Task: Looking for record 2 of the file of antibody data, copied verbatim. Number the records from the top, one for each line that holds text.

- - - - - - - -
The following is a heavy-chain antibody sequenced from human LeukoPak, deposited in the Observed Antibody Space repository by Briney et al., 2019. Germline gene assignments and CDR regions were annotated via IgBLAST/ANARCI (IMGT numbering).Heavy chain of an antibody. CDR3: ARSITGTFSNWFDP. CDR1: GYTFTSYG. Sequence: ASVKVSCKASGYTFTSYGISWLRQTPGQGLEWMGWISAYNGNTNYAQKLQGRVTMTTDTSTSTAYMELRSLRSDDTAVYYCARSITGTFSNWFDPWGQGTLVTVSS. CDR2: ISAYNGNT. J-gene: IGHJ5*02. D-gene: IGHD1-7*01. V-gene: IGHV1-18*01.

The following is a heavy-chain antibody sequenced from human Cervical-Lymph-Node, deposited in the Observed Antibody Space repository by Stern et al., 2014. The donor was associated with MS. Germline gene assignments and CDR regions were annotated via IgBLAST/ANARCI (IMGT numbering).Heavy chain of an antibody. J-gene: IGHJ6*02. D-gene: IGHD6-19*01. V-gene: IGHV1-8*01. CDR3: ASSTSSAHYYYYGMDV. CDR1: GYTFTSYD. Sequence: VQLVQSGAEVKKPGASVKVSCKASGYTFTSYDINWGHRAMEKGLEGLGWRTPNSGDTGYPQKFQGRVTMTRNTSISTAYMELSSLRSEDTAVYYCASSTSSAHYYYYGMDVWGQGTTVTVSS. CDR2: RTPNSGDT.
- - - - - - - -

The following is a heavy-chain antibody sequenced from human Cervical-Lymph-Node, deposited in the Observed Antibody Space repository by Stern et al., 2014. The donor was associated with MS. Germline gene assignments and CDR regions were annotated via IgBLAST/ANARCI (IMGT numbering).Heavy chain of an antibody. J-gene: IGHJ6*02. D-gene: IGHD6-19*01. V-gene: IGHV1-8*01. CDR3: ASSTSSAHYYYYGMDV. CDR1: GYTFTSYD. Sequence: VQLVQSGAEVKKPGASVKVSCKASGYTFTSYDINWGHRAMEKGLEGLGWRTPNSGDTGYPQKFQGRVTMTRNTSISTAYMELSSLRSEDTAVYYCASSTSSAHYYYYGMDVWGQGTTVTVSS. CDR2: RTPNSGDT.